The Fiji Women’s Crisis Centre, or FWCC, is housed in a prominent downtown Suva building, its logo and messages blazoned over its fence and walls. In equal parts service provider, sector trainer and public advocate, the FWCC has been a trailblazer not only in Fiji but in the broader Pacific region since its establishment in 1984. It has done more than any other organisation to get gender-based violence in the Pacific on the agenda, and to strengthen services to survivors.
In Devpolicy’s latest Aid Profile, I attempt to tell the remarkable story of FWCC.
In this blog I reflect on the equally remarkable fact that the Australian aid program has been FWCC’s principal funder almost from the start, beginning in 1990 and continuing to this day.
Australia’s annual support is relatively modest – about $1 to $1.5 million a year. But there are very few projects with this longevity in the Australian aid program, and even fewer with such high returns.
Challenging aid orthodoxy
Support to the FWCC is one of Australia’s most successful “aid projects”, perhaps the most successful in the Pacific. (A challenge to anyone to come up with a more successful one.)
And yet, apart from the fact that it involves the backing a local champion, Australia’s support for FWCC breaches aid orthodoxy. Aid is meant to get things going. It is to invest in change, not to cover recurrent costs, and certainly not to fund the same project for three decades.
If the success flies in the face of orthodoxy, let’s rethink orthodoxy. Here are four lessons I draw from the FWCC story.
One, use the flexibility of Australian aid to provide more funding to civil society. Rather than relying entirely on supply-side measures, use NGOs to put pressure on and work with government to improve performance. Annual funding to FWCC is no more than the cost of a couple of expat advisers.
Two, provide more funding to local civil society. Most of the hundreds of millions of dollars Australian aid provided to NGOs goes to Australian NGOs. Those Australian NGOs often work with local NGOs, but very few of the latter graduate to receive aid funding directly. FWCC graduated quickly from indirect to direct support, and is a role model in this regard.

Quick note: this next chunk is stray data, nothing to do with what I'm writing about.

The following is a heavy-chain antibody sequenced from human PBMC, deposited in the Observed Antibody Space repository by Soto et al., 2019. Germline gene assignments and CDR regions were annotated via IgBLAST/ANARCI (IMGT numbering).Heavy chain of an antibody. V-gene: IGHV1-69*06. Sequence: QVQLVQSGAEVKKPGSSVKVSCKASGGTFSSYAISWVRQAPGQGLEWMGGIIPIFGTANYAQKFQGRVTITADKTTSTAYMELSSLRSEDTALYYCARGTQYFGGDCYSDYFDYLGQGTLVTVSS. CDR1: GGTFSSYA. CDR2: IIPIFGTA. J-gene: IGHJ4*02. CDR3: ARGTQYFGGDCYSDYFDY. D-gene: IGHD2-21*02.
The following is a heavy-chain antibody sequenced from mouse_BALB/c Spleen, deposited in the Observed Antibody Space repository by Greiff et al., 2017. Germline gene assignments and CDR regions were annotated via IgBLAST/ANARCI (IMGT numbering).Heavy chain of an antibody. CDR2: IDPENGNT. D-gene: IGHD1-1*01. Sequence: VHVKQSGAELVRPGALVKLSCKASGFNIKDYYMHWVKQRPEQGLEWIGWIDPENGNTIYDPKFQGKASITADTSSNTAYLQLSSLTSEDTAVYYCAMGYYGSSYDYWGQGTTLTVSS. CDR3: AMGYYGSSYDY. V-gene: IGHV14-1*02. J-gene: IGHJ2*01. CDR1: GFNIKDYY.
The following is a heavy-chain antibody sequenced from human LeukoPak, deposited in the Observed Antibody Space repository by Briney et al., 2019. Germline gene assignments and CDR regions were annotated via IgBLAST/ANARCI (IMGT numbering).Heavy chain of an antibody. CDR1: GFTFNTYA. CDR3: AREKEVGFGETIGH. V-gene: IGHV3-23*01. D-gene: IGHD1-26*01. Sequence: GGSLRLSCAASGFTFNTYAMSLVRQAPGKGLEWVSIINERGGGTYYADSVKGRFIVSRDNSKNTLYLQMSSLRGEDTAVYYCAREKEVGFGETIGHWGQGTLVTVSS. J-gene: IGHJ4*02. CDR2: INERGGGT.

Three, don’t fetishise government ownership as the Paris Declaration did. The Fijian government has never owned the FWCC, and at times has been hostile to it.
Four, provide long-term recurrent funding. The secret of good aid is to find out what works, and stick with it. Think of aid in terms of decades rather than years. Perhaps three decades should be thought of as a standard time for a successful aid project, rather than three years.
It’s not hard to walk away from an aid project that only runs for a couple of years. Perhaps you’ve achieved what you set out to – build something, train someone. In any case, sustainability is a problem for the host government.
But walking away from a 27-year funded aid project is quite another thing altogether. What should the Australian government do? Threaten to walk away to force the Fijian government to come to the table? Or fund the Centre for another 27 years?
If I was running the Australian aid program, I would certainly put pressure on the Centre to diversify its funding. I would also ask the Fijian government why it doesn’t provide more funding. And, more importantly, get Fijians to ask that question of their government.
Yet I would also be patient. It’s a small amount of money doing a huge amount of good. And a historical perspective is needed. In countries like Australia and the United States, women’s and rape crisis centres were, as in Fiji, started by feminist collectives. The first few started in the early 70s, without government funding. Yet, remarkably, as early as the mid-70s, they were already starting to rely on government support. Why has it taken the Fijian government not three but thirty-three (and counting) years to fund its country’s only crisis centre?
Probably because the West experienced a cultural, including a feminist, revolution in the 1960s and 1970s that almost completely bypassed developing countries such as Fiji. It is clearly going to take longer, much longer, to get the government on board.
In the meantime, advocacy is needed. And that requires independence. From this perspective, aid is not a stop-gap measure, it’s a requirement for success.
While there is of course a long way to go, FWCC and Australian aid, working together over three decades, have fundamentally changed the way in which violence against women is responded to and regarded in Fiji and the broader Pacific. There is a lot we can learn from the FWCC experience about effective aid.
Learn more by reading the full Aid Profile on FWCC, including its history, successes and challenges. Our Aid Profiles series forms the shortlist for the 2018 Mitchell Humanitarian Award, which will be presented at the 2018 Australasian Aid Conference.